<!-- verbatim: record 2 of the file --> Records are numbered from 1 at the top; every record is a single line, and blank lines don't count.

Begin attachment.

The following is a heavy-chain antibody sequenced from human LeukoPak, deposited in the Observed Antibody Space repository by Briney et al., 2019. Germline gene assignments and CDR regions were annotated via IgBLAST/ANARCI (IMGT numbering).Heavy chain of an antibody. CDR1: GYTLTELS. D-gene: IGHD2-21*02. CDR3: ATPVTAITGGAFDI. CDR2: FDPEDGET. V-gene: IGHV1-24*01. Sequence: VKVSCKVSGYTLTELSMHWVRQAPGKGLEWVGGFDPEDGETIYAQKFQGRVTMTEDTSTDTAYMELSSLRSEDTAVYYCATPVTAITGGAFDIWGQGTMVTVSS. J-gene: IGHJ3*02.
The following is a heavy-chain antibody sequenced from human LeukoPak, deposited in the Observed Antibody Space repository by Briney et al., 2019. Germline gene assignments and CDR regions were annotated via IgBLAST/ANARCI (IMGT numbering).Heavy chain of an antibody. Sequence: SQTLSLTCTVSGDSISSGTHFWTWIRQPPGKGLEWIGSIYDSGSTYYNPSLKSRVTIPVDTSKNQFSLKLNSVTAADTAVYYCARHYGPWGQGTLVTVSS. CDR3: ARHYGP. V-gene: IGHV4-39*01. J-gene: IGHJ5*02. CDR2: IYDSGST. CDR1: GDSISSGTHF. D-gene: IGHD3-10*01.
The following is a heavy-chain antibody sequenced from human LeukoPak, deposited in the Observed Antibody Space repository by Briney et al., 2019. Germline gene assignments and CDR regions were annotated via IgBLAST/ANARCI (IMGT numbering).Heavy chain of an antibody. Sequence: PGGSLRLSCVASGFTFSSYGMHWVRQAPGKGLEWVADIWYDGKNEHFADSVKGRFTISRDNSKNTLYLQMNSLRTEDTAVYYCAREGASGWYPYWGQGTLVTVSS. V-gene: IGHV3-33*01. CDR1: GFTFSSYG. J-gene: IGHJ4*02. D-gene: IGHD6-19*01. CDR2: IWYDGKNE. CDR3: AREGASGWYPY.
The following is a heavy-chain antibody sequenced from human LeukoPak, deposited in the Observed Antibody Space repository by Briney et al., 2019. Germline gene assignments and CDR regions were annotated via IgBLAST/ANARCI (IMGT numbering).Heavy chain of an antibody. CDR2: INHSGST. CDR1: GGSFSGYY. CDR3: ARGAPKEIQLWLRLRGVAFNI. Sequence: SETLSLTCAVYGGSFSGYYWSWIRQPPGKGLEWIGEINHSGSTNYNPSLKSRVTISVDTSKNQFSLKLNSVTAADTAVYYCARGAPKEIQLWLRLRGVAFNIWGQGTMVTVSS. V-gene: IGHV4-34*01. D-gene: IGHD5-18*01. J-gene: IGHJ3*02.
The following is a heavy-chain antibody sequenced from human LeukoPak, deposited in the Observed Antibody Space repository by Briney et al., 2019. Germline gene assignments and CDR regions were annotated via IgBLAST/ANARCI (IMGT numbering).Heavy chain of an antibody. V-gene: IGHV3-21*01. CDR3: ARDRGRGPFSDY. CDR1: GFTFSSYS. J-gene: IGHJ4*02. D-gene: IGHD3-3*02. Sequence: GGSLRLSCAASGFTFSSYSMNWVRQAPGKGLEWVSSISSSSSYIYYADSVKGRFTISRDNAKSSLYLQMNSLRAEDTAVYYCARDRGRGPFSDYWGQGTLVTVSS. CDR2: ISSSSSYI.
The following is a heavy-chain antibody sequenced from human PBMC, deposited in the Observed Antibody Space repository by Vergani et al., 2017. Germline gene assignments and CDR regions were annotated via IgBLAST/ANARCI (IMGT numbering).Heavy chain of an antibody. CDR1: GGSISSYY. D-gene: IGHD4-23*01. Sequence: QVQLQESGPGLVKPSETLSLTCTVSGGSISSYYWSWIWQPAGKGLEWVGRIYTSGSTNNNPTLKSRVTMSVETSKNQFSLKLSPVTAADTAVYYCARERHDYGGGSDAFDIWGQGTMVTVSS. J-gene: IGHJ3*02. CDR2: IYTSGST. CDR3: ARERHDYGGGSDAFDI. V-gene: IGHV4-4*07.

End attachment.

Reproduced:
The following is a heavy-chain antibody sequenced from human LeukoPak, deposited in the Observed Antibody Space repository by Briney et al., 2019. Germline gene assignments and CDR regions were annotated via IgBLAST/ANARCI (IMGT numbering).Heavy chain of an antibody. Sequence: SQTLSLTCTVSGDSISSGTHFWTWIRQPPGKGLEWIGSIYDSGSTYYNPSLKSRVTIPVDTSKNQFSLKLNSVTAADTAVYYCARHYGPWGQGTLVTVSS. CDR3: ARHYGP. V-gene: IGHV4-39*01. J-gene: IGHJ5*02. CDR2: IYDSGST. CDR1: GDSISSGTHF. D-gene: IGHD3-10*01.